Some of the ways we honor our men and women in the military:
●A free doughnut at Krispy Kreme.
●Free seats at the ballgame — you can salute these brave troops on the Jumbotron!
●A free small Slurpee at 7-Eleven (but only between 11 a.m. and 7 p.m., NOT 7 a.m. to 11 p.m., mind you.)
●And even — wait for this — a FREE Bloomin’ Onion at Outback Steakhouse!
Some of the ways we disrespect the men and women who have lost their lives in combat:
●Bury them under the wrong headstones.
●On this Veterans Day, it’s hard not to feel outraged. And not just about the way the men and women who serve our country sometimes get treated.
It’s been impossible to read the news these past few weeks without being confronted by the dreadful decay in our communities and our character. At a fancy Bethesda yoga store, a woman begging for help during her brutal murder was overheard by her neighbors but not saved.
At a prestigious public university a few hours away from us, little boys with little privilege were allegedly raped and abused, but the adults who allegedly knew didn’t stop it because they really, really liked their Penn State football program.
And we learned this week that when some young men and women gave their lives in service to the country and came home in unrecognizable pieces, their remains were sometimes tossed in a landfill.
It is horrifying to hear all the rhetoric about supporting our troops and see the small ways businesses offer gestures of appreciation for our warriors while a few of our own government institutions have treated the remains of those who lost their lives so poorly.
The family members of the dead never knew that parts of their loved ones were cremated and dumped at a Virginia landfill, according to the stories by The Washington Post’s Craig Whitlock and Greg Jaffe this week.
It is difficult to hear the grief of someone who has lost a loved one in battle. They choke up in tears, puff up in pride and crumble in despair. You shift, put your pen down, sometimes try to hold your own emotions in check as you give them a moment to catch their breath and go on.
They sometimes wonder why their baby or sweetheart or best friend had to die so brutally, so far away. There are 6,274 of these families in America today.
And then, as if it couldn’t get worse, it did for some.
Gari-Lynn Smith told The Post that she was “appalled and disgusted” by the way the Air Force had disposed of some of her husband’s remains after he was killed in Iraq in 2006.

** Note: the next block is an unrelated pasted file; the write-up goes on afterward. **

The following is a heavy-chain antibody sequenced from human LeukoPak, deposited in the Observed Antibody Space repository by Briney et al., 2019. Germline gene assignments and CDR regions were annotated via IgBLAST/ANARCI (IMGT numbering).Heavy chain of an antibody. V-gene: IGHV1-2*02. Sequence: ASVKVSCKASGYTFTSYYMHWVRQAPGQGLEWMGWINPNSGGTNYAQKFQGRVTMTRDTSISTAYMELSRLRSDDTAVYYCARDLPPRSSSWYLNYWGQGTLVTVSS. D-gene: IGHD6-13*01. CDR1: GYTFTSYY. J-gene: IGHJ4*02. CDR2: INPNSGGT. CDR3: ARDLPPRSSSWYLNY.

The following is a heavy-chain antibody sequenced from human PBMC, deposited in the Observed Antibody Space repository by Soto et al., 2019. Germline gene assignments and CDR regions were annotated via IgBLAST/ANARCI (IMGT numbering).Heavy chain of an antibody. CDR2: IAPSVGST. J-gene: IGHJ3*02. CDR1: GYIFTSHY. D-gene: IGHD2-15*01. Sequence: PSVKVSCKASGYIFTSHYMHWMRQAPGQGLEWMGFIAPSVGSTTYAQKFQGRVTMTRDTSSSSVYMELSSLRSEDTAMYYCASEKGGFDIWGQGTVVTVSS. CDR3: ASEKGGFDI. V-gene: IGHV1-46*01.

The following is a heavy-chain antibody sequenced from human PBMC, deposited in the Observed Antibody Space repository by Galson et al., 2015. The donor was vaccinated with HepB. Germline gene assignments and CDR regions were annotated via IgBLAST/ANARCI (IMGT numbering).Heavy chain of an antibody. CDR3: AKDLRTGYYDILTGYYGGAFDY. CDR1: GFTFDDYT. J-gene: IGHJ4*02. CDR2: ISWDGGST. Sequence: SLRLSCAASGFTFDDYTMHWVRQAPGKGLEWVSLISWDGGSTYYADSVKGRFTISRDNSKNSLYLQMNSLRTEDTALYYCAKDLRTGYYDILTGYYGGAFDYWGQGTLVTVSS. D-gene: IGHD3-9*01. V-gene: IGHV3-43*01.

“My only peace of mind in losing my husband was that he was taken to Dover and that he was handled with dignity, love, respect and honor,” Smith told The Post. “That was completely shattered for me when I was told that he was thrown in the trash.”
This latest horror came after the government’s investigations into the way Dover Air Force Base’s mortuary has been handling the remains of troops who were killed abroad.
Those investigations showed that the mortuary also lost body parts, mishandled and mislabled them, and even further mangled them — in one case sawing off a Marine’s arm so he could better fit into a coffin.
Some of the mortuary officials were disciplined, but none were fired.
This sounds very much like the scandal that The Post’s Christian Davenport wrote about at Arlington Cemetery last year, where urns were dug up and dumped in dirt piles, remains were misplaced and misidentified, and Congress launched an investigation into the contracts of most of the work done there.
Now that we know how some of our dead veterans have been treated, let’s take a moment to stop thinking about Macy’s Veterans Day sale and ponder how veterans who make it home alive are doing.
It’s more likely for a veteran of Iraq and Afghanistan, rather than a civilian, to be unemployed. Recent vets had an unemployment rate last month of 12.1 percent, according to the Labor Department, compared with 9 percent for civilians.
“We ask our men and women in uniform to leave their careers, leave their families and risk their lives to fight for our country,” President Obama said in a speech last month in Virginia. “The last thing they should have to do is fight for a job when they come home.”
They return from battle, often broken, and were subjected to appalling conditions at Walter Reed Army Medical Center before it was shut down this year.
Some lose limbs or suffer from head trauma. One in six return with post-traumatic stress disorder, and suicide rates have skyrocketed. Many service members have endured multiple deployments. I talked to the mother of a 6-year-old who was on her third deployment since her child was born.
They all deserve better from us than a small Slurpee.
Read more Veterans Day stories on PostLocal.com